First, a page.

Health officials say they're cautiously optimistic we are closing in around the current Covid outbreak.
Eleven new cases were reported on Friday, bringing the total number to more than 1000 exactly a month after Case A was detected.
But two of the new cases are unlinked to the outbreak, and both are people who showed up at Middlemore Hospital.
One epidemiologist says those cases mean it's too soon for Auckland to go down alert levels.
"This is the biggest worry: people wandering around out there without knowing they've got COVID," Professor Rod Jackson, an epidemiologist from the University of Auckland, says.
Prof Jackson says recent Auckland border breaches aren't helping either - including three essential workers who are now awaiting court for using their travel documents to go and hit the slopes on Mt Ruapehu.
Another man was caught after boasting online about crossing the border to get McDonald's.
For those clearly over alert level 4, Rod Jackson has this advice.
"If you hate lockdowns, get a shot! If you really hate lockdowns, get two!"
It comes as no pies were sold at the Uppercrust Bakery in Mount Maunganui on Friday, shut after being named a location of interest. The bakery was visited twice by a supermarket truckie who didn't know he was infectious.
"The bakery was all prepped, ready to go - and now we're locked down for 14 days. So yeah, it's a bit tough," said owner JP van der Meys.
A BP in the Tauranga suburb of Tauriko is also on the list, along with several gas stations and shops dating back to last Thursday. They're the first locations of interest outside of Auckland in weeks.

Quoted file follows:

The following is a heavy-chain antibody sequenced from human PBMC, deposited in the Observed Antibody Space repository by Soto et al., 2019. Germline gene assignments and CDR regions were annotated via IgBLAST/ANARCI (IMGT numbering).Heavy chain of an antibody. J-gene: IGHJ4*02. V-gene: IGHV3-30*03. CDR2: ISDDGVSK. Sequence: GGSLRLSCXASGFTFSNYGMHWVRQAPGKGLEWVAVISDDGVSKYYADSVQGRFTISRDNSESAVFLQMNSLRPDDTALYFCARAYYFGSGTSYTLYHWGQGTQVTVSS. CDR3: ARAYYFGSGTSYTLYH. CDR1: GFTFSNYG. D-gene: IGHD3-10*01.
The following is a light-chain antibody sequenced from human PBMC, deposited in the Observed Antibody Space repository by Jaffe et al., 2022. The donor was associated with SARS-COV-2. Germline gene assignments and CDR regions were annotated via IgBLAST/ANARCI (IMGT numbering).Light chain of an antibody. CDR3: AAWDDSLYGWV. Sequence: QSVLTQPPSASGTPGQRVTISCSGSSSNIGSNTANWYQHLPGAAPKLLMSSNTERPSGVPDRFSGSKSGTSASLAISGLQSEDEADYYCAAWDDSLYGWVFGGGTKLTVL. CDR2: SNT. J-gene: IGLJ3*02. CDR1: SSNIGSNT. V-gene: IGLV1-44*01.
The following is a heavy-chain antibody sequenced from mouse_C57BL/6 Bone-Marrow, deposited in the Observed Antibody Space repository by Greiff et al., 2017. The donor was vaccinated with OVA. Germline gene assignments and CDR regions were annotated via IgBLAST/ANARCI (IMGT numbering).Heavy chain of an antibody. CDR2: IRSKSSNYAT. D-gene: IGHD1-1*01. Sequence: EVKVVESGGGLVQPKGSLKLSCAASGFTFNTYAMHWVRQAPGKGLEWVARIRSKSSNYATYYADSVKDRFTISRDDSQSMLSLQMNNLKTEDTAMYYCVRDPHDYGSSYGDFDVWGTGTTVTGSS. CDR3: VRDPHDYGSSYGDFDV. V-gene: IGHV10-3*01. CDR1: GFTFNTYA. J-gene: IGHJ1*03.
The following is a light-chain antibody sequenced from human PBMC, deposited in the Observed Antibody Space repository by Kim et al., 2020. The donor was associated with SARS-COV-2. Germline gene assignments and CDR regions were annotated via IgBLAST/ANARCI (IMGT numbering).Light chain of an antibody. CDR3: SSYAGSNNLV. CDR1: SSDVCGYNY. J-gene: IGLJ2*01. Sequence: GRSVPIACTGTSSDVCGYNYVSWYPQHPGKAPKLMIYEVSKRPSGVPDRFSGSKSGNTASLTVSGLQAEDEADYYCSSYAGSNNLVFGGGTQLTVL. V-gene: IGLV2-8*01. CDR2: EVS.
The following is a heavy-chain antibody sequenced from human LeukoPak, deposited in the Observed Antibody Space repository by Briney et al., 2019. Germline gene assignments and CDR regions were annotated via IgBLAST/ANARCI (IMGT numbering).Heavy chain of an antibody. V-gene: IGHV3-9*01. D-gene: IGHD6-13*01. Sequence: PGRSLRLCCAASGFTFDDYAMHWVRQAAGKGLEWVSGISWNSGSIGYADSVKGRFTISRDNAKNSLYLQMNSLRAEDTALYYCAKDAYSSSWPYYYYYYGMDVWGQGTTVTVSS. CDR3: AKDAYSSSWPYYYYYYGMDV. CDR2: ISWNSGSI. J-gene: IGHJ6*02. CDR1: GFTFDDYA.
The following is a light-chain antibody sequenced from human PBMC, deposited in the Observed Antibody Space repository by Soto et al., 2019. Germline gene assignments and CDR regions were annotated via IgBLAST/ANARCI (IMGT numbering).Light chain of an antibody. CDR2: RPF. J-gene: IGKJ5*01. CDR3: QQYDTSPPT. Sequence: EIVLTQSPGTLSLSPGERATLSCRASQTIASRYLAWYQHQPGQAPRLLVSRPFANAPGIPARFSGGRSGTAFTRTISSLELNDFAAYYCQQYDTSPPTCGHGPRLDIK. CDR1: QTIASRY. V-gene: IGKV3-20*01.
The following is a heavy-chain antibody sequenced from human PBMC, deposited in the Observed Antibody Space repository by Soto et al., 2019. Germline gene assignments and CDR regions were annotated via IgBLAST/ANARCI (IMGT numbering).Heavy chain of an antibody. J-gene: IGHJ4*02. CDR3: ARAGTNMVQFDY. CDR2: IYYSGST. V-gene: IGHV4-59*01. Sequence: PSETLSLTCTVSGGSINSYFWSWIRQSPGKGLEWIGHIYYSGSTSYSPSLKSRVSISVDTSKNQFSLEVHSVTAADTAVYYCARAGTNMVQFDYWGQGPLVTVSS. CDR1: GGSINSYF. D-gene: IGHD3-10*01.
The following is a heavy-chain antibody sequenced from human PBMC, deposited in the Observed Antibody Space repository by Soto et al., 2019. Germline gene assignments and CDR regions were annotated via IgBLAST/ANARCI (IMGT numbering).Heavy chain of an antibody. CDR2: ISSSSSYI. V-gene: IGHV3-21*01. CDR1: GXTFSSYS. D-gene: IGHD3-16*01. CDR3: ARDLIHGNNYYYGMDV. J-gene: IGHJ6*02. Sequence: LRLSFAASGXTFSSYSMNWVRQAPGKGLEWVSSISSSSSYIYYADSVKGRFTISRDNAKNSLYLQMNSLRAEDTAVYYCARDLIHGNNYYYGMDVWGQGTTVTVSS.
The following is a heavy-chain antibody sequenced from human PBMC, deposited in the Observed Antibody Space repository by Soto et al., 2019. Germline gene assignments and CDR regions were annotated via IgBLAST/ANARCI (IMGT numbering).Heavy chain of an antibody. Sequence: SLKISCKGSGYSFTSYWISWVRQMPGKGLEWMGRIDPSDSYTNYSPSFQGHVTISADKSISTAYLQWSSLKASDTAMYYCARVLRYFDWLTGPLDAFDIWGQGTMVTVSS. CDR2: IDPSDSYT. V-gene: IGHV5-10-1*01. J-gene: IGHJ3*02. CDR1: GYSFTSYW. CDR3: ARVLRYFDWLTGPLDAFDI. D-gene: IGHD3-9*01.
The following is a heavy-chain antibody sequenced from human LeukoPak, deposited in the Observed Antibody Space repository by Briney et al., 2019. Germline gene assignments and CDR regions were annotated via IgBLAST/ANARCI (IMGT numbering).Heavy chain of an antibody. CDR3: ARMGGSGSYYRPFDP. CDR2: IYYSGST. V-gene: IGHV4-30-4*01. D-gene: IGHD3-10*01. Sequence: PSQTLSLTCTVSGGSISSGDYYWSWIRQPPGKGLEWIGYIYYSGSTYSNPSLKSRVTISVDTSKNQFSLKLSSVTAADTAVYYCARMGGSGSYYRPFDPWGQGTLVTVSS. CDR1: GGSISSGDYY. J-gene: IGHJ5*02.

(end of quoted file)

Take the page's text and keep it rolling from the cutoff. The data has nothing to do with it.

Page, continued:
The driver picked up stock from the Foodstuffs Distribution Centre in Mangere; 27 workers are now isolating at home too.
He delivered food to supermarkets in Auckland before crossing the border to several stores in Hamilton, Cambridge and Tauranga. Foodstuffs says the risk to people visiting its stores is low as the delivery areas are not accessible to members of the public.
"He wore a mask and maintained social distancing while he was working," said Director of Public Health Dr Caroline McElnay.
It's been a month since we learned COVID-19 was back in the community - and with 11 new cases today, Dr McElnay said "we are closing in around this outbreak and we can be cautiously optimistic about the containment of it".
But two of Friday's cases were only picked up after they showed up at Middlemore Hospital - and for now they're still considered mystery cases.
"I believe they were brought in by a family member and they were brought in because they were unwell and then the testing was done," said Deputy Prime Minister Grant Robertson.
That means eight people in recent weeks have presented to Middlemore without knowing they have the virus.